Since we live in a no-fault state, most of the time Floridians don’t need to worry too much about who’s to blame for a car crash. Regardless of who caused the accident, PIP will cover both drivers up to $10,000.
Unfortunately, if you are seriously hurt in an accident, your costs can easily exceed that amount. Medical bills pile up fast, and you also have to account for things like money lost due to having to take time off of work.
Luckily, there’s a way to get compensation from the responsible party – file a personal injury lawsuit. If you can prove the other driver was negligent, you can hold them accountable for their actions and get them to cover your expenses – and possibly even more.
First, though, you have to prove that they were responsible. In one-on-one accidents this is usually relatively simple, but what about chain-reaction crashes? Who is liable? How do you even begin to answer that question?
Let’s use a few different examples to show how fault may be distributed or given to one driver.
If You Hit a Car, and another Car Hits You…
Let’s start with the worst-case scenario. You start a chain-reaction auto accident by hitting the car in front of you. You may be liable for hitting the car if you had a reasonable distance to stop.
What happens if, because of the accident, another car hits you? If they had a reasonable distance to stop in front of you, then they could be liable for your injuries, and additionally for some of the injuries felt by the driver you hit.
If a Car Hits You, and You Feel the Impact of the Chain Reaction…
Say Driver B hits you, and then Driver C hits Driver B. (In the above scenario, you would have been Driver B. Here, you’re Driver A.)
If Driver B can be found liable for hitting you, you may be able to collect compensation from multiple drivers.
If a Car Hits You, and as a Result, You Hit another Driver…
Maybe a car hit you, and the impact was so intense that you hit the driver in front of you. Even though you hit the car, you would not have done so if the first driver hadn’t rear-ended you.
In this case, the first driver would most likely be liable for your injuries and the injuries of the driver in front of you.
If a Car Hits You While You Are Texting and Driving…
If these cases didn’t seem complicated enough, let’s throw in comparative negligence laws. In Florida, a plaintiff may win a case – but not receive full compensation – if the defendant can prove the plaintiff was partly responsible for the accident.
So let’s say you hit Driver B because they stopped short and you did not have sufficient time to avoid them. Driver C hits you, Driver D hits Driver C, and blame starts to be thrown around.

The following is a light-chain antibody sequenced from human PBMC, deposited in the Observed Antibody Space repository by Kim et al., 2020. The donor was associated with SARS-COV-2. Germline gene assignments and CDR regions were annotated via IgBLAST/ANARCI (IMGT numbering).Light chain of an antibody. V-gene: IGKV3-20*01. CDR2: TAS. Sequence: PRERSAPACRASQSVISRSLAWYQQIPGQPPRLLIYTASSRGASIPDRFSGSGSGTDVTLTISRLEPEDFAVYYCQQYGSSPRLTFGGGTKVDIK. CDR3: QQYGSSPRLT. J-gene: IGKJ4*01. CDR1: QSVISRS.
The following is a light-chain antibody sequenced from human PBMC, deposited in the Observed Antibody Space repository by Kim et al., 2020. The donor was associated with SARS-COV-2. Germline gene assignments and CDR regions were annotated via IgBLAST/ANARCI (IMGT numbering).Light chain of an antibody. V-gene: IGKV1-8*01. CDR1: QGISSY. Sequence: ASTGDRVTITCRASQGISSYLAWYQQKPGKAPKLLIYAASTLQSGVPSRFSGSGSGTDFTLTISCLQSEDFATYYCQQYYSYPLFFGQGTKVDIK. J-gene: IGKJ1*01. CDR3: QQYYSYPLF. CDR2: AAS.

If you try to blame Driver B for the accident, you may win your case. However, if Driver B has proof that you were distracted at the time of the accident, you may not win the full amount that you asked for in your claim.
Collecting Evidence to Determine Fault
So who is liable in a chain-reaction crash? There is no cut and dry answer. Each case is different, so it is crucial to collect thorough evidence. The following are key to collect when multiple drivers could be at fault:
- Witness testimony
- Police reports and each driver’s past driving record
- Vehicle damage
- Pictures of the scene (road condition, evidence of skidding, debris, initial photos of damage)
Read our past blog post to learn more about phone apps that can help you collect useful information after a crash.
After you collect this evidence, share it with a Florida personal injury lawyer. An experienced auto accident attorney can help you fight accusations of fault, build arguments against other drivers, and negotiate for the compensation you need to cover the financial losses from your accident.
About the Author:
Lawlor, White & Murphey in 1998. Since 1995, Mr. Lawlor’s trial advocacy and litigation skills, as well as his wide-ranging legal expertise, have provided plaintiffs and their families with a distinct advantage when seeking financial compensation and justice for injuries caused by the negligence of others. Mr. Lawlor is an EAGLE member of the Florida Bar Association and an active member of the American Association for Justice, the Broward County Justice Association, the American Civil Liberties Union (ACLU), and several professional associations.